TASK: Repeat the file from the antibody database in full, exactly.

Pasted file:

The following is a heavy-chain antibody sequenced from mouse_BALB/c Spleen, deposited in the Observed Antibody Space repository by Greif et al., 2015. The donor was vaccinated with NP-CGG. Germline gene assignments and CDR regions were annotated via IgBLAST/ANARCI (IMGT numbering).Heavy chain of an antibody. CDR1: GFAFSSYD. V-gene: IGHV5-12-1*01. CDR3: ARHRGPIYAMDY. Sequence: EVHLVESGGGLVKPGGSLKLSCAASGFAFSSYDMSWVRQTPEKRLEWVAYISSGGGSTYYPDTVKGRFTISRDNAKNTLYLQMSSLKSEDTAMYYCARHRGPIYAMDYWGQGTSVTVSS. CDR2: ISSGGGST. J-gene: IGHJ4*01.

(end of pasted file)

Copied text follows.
The following is a heavy-chain antibody sequenced from mouse_BALB/c Spleen, deposited in the Observed Antibody Space repository by Greif et al., 2015. The donor was vaccinated with NP-CGG. Germline gene assignments and CDR regions were annotated via IgBLAST/ANARCI (IMGT numbering).Heavy chain of an antibody. CDR1: GFAFSSYD. V-gene: IGHV5-12-1*01. CDR3: ARHRGPIYAMDY. Sequence: EVHLVESGGGLVKPGGSLKLSCAASGFAFSSYDMSWVRQTPEKRLEWVAYISSGGGSTYYPDTVKGRFTISRDNAKNTLYLQMSSLKSEDTAMYYCARHRGPIYAMDYWGQGTSVTVSS. CDR2: ISSGGGST. J-gene: IGHJ4*01.